A Clairemont Probation Officer Reflects on the past…

Bill Swank outside the Buena Vista Garden Apartments on Cowley Way in 1955 with East Clairemont in the distance.

2,500 years ago, the Greek philosopher Heraclitus the Obscure understood that the world is in a constant state of change.

Almost fifty years ago, as an obscure probation officer supervising a caseload of obscure juvenile delinquents in booming Clairemont, I understood the world was in a constant state of crazy which hasn’t changed at all.

What has changed is the term “juvenile delinquents.” JDs are now known as “justice involved youths.”

Bill Swank interviews detainee at Juvenile Hall in 1967 (Bill Swank archives)

As a young probation officer, I quickly learned the futility of discussing cause and effect with youthful offenders. Did the kid understand what he had done wrong? The answer was always the same: “I got caught.” Incidentally, I used the male pronoun, because, in the 1960s, very few delinquents were girls.

Last month, I bought a case of beer at CVS in The Village and was asked to show my driver license. I am and look 77 years old. That is crazy, stupid change.

As I walked outside into the parking lot, a man abruptly applied his brakes, backed up his pick-up and said, “Hi, Mr. Swank. I’m glad I saw you, I wanted to say goodbye, because I’m leaving Clairemont. It’s gotten too crazy.”

In the early 1970s, this salt-and-pepper-bearded senior was a teenager and I was his probation officer.

Clairemont was a lot crazier back then and it was an era that predated “Fast Times at Ridgemont High.”

At the time, Clairemont had the highest burglary rate in San Diego. Dopers ransacked homes to find money for drugs. Guns were rare, but aggressive, anti-social thugs were common. A few years later, we stopped locking up kids who were “beyond the control of their parents,” because space was needed in Juvenile Hall for more serious offenders.

Plain and simple, drugs were the problem.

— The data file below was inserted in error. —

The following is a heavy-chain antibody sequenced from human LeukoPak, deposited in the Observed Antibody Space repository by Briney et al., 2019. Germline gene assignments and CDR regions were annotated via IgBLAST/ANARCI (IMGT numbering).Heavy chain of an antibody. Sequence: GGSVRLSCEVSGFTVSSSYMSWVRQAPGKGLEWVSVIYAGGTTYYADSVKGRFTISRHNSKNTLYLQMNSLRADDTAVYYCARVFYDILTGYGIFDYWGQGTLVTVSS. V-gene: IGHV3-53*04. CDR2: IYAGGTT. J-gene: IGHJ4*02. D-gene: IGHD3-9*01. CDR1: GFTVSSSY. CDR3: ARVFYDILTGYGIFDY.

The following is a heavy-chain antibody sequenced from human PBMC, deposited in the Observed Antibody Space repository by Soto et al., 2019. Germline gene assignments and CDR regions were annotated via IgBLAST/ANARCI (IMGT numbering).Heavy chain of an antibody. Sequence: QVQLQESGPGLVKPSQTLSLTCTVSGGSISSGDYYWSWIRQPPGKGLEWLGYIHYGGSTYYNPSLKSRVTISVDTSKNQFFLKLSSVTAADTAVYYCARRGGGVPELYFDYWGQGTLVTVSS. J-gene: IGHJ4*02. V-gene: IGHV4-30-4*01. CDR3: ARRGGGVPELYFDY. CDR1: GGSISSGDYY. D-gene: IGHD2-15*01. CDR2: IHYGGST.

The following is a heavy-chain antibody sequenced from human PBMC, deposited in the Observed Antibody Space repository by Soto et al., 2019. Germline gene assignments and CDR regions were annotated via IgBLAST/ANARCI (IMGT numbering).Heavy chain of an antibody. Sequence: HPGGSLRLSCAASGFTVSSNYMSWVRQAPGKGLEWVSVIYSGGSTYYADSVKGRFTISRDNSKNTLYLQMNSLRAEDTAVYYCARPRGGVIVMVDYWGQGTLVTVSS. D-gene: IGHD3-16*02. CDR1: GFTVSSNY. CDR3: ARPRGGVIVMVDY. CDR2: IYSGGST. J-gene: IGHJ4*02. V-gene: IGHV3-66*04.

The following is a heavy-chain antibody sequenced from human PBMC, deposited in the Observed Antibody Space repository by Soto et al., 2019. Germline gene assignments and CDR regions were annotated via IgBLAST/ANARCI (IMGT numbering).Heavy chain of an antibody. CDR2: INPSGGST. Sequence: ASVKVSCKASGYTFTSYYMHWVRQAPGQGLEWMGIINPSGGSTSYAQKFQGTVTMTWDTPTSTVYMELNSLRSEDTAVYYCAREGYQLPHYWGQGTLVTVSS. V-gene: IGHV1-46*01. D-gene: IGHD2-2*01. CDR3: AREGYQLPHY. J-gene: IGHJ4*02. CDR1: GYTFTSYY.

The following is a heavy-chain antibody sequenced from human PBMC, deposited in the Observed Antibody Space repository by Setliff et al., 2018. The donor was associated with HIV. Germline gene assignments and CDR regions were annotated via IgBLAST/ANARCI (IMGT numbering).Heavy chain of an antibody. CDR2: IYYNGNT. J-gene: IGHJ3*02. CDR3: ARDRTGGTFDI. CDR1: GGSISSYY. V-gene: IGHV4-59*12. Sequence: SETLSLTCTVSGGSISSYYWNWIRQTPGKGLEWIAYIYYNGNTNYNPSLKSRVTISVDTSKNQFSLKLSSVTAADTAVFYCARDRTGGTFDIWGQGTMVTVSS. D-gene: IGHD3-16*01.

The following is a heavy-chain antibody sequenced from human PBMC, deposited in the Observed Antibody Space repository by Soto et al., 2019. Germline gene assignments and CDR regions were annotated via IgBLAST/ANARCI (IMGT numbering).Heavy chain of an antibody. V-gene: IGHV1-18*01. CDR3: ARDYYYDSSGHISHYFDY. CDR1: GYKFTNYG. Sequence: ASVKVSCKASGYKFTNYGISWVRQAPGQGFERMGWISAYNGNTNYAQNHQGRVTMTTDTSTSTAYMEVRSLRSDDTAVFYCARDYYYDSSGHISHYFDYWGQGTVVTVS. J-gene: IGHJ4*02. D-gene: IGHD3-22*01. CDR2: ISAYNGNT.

• In 1971, while checking on my kids at Clairemont High School, one staggered into the office and slurred, “Hi, Mr. Bill.” His prior history included getting busted for smoking dope at a La Jolla love-in, sniffing glue behind the PB Rec Center, high on reds (Seconal, a barbiturate) at Clairemont High School, high a second time on reds at CHS, drunk on beer and wine in a car, wasted on reds at the South Clairemont Rec Center.

Actually, he was a nice kid who never hurt anyone, but himself. As we headed to my car, he wandered off. I called him over and he willingly complied. We didn’t cuff kids in those days. Prior to taking him to Juvenile Hall, we stopped at his home so his mother could see his condition. She denied that he was under the influence and blamed his actions on black lights and rock’n roll. He would be dead before age 21.

  • Another good-looking kid who went to Clairemont High and his older 17-year-old brother both got kicked out of their home. Their stepfather beat them for years and the mother sided with her brutal husband. These kids were different, because they had a gardening service and were actually making it on their own. Not surprisingly, the younger brother (my kid) had a propensity for violence. While under my supervision, he was accused of stealing incense sticks from a PB head shop and beating the clerk into unconsciousness. Violence would haunt him.

In 1980, I read in the newspaper that he was found stabbed and beaten to death in Golden Hill. I assumed it was a drug deal that went bad. He was only 26 years old.

  • Three doper friends were smoking weed and hunting rabbits in the canyon with .22s. One was accidentally shot and died. The other two ended up on probation. They were small-time thieves and big-time potheads. One of the kids was likable; the other was dislikable. The likable kid continued to get into trouble and went to Rancho del Campo. Somehow, the other kid found a girlfriend who did more to straighten him out than I ever could. He got off probation early, but was killed at 20 when he walked into the path of a speeding vehicle while under the influence of drugs.


  • Before taking over the Clairemont caseload, I’d worked five years at Juvenile Hall. I remembered a beautiful girl who had been in the Hall twice for “beyond control” behavior. She came from a terrible home environment. Her father was an ex-con; her mother an alcoholic. She was on my caseload in 1971 and I found a foster home for her. When things didn’t work out, she went to live with her maternal grandmother who was nuts. Two years later, I learned that she murdered her grandmother.


  • Four Clairemont High kids were arrested for possession of marijuana following a concert at the Sports Arena. Three of them were good kids, but the fourth was sullen and hostile. Several years later, he was killed while robbing a Clairemont gas station at gunpoint.